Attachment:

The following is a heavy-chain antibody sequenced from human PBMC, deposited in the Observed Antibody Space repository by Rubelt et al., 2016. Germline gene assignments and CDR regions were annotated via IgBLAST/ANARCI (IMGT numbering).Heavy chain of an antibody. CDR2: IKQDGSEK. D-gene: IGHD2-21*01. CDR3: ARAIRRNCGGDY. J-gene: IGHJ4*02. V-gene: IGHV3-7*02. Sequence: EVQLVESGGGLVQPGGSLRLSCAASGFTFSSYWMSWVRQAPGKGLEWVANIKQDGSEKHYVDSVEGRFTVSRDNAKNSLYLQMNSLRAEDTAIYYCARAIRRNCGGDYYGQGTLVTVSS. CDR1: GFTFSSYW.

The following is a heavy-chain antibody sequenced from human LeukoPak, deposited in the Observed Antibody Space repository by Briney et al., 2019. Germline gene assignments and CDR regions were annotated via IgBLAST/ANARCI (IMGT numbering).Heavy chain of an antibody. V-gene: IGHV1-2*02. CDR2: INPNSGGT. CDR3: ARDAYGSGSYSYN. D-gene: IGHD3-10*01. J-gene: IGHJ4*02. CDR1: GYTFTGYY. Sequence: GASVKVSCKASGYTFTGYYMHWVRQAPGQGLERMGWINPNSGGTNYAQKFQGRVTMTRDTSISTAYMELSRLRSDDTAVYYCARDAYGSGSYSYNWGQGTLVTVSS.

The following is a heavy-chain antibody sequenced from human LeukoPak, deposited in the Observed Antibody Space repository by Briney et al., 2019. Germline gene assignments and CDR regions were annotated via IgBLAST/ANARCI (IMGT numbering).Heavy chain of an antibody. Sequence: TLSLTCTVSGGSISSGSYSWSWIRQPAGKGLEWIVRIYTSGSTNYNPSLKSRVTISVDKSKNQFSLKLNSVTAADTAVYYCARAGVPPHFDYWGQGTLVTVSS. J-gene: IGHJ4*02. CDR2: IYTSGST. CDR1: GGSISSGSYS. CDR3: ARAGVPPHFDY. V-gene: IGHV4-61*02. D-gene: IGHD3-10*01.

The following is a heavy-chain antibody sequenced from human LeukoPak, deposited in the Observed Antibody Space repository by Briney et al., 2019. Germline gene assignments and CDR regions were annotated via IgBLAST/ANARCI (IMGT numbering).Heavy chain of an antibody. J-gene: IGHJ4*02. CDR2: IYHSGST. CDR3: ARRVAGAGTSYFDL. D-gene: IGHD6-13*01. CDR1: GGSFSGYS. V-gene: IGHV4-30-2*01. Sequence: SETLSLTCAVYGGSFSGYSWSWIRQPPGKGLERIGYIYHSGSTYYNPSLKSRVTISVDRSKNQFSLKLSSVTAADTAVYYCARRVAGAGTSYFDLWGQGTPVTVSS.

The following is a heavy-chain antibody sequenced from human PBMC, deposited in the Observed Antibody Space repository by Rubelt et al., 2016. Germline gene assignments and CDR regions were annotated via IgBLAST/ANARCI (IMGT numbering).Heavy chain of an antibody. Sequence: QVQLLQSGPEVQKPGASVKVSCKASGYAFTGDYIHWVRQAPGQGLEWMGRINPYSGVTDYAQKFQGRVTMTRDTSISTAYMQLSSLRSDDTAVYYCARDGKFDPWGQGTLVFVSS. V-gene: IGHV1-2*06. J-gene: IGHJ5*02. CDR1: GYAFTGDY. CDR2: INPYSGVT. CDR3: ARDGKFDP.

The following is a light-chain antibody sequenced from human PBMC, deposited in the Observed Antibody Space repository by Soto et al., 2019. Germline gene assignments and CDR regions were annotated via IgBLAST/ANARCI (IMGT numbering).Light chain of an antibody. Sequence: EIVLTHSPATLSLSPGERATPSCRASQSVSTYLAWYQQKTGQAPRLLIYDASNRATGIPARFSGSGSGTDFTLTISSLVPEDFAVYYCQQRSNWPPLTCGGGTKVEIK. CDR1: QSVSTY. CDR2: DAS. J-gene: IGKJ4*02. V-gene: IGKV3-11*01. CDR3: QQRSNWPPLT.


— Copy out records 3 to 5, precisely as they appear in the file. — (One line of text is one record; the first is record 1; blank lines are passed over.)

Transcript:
The following is a heavy-chain antibody sequenced from human LeukoPak, deposited in the Observed Antibody Space repository by Briney et al., 2019. Germline gene assignments and CDR regions were annotated via IgBLAST/ANARCI (IMGT numbering).Heavy chain of an antibody. Sequence: TLSLTCTVSGGSISSGSYSWSWIRQPAGKGLEWIVRIYTSGSTNYNPSLKSRVTISVDKSKNQFSLKLNSVTAADTAVYYCARAGVPPHFDYWGQGTLVTVSS. J-gene: IGHJ4*02. CDR2: IYTSGST. CDR1: GGSISSGSYS. CDR3: ARAGVPPHFDY. V-gene: IGHV4-61*02. D-gene: IGHD3-10*01.

The following is a heavy-chain antibody sequenced from human LeukoPak, deposited in the Observed Antibody Space repository by Briney et al., 2019. Germline gene assignments and CDR regions were annotated via IgBLAST/ANARCI (IMGT numbering).Heavy chain of an antibody. J-gene: IGHJ4*02. CDR2: IYHSGST. CDR3: ARRVAGAGTSYFDL. D-gene: IGHD6-13*01. CDR1: GGSFSGYS. V-gene: IGHV4-30-2*01. Sequence: SETLSLTCAVYGGSFSGYSWSWIRQPPGKGLERIGYIYHSGSTYYNPSLKSRVTISVDRSKNQFSLKLSSVTAADTAVYYCARRVAGAGTSYFDLWGQGTPVTVSS.

The following is a heavy-chain antibody sequenced from human PBMC, deposited in the Observed Antibody Space repository by Rubelt et al., 2016. Germline gene assignments and CDR regions were annotated via IgBLAST/ANARCI (IMGT numbering).Heavy chain of an antibody. Sequence: QVQLLQSGPEVQKPGASVKVSCKASGYAFTGDYIHWVRQAPGQGLEWMGRINPYSGVTDYAQKFQGRVTMTRDTSISTAYMQLSSLRSDDTAVYYCARDGKFDPWGQGTLVFVSS. V-gene: IGHV1-2*06. J-gene: IGHJ5*02. CDR1: GYAFTGDY. CDR2: INPYSGVT. CDR3: ARDGKFDP.